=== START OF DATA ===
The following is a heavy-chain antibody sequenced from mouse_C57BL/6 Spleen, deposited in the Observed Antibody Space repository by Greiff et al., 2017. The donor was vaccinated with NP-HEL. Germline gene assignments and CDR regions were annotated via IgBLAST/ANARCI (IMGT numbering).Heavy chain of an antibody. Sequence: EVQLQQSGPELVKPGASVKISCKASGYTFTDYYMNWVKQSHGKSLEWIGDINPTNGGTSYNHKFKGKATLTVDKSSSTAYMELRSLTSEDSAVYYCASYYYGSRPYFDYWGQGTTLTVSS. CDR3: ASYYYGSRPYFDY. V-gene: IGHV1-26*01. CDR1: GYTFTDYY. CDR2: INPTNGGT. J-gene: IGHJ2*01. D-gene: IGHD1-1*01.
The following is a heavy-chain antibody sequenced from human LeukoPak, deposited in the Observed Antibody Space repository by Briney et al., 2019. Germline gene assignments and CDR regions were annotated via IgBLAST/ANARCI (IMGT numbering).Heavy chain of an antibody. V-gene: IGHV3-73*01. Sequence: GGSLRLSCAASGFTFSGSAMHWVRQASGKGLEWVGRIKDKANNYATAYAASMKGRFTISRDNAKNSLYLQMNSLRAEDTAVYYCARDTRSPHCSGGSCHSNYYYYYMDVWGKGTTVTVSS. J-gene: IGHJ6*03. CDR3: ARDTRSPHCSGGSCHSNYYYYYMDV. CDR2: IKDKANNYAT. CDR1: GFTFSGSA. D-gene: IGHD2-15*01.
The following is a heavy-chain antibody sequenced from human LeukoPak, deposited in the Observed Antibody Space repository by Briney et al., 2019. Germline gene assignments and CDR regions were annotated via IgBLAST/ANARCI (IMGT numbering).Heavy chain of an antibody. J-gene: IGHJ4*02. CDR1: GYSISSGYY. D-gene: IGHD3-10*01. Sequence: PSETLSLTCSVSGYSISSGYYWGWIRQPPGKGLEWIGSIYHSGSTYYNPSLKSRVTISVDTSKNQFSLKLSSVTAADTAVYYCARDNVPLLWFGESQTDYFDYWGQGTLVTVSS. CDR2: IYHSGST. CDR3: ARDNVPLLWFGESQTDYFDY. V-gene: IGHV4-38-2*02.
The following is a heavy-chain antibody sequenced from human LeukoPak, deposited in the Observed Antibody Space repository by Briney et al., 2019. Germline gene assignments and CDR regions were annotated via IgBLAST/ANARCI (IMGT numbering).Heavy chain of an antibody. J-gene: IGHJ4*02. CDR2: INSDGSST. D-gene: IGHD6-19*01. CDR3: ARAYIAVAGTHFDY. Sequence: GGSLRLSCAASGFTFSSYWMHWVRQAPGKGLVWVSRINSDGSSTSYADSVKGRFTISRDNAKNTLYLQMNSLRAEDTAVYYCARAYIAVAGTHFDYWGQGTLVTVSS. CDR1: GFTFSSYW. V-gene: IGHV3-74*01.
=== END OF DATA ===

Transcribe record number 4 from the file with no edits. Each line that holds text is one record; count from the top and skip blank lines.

The following is a heavy-chain antibody sequenced from human LeukoPak, deposited in the Observed Antibody Space repository by Briney et al., 2019. Germline gene assignments and CDR regions were annotated via IgBLAST/ANARCI (IMGT numbering).Heavy chain of an antibody. J-gene: IGHJ4*02. CDR2: INSDGSST. D-gene: IGHD6-19*01. CDR3: ARAYIAVAGTHFDY. Sequence: GGSLRLSCAASGFTFSSYWMHWVRQAPGKGLVWVSRINSDGSSTSYADSVKGRFTISRDNAKNTLYLQMNSLRAEDTAVYYCARAYIAVAGTHFDYWGQGTLVTVSS. CDR1: GFTFSSYW. V-gene: IGHV3-74*01.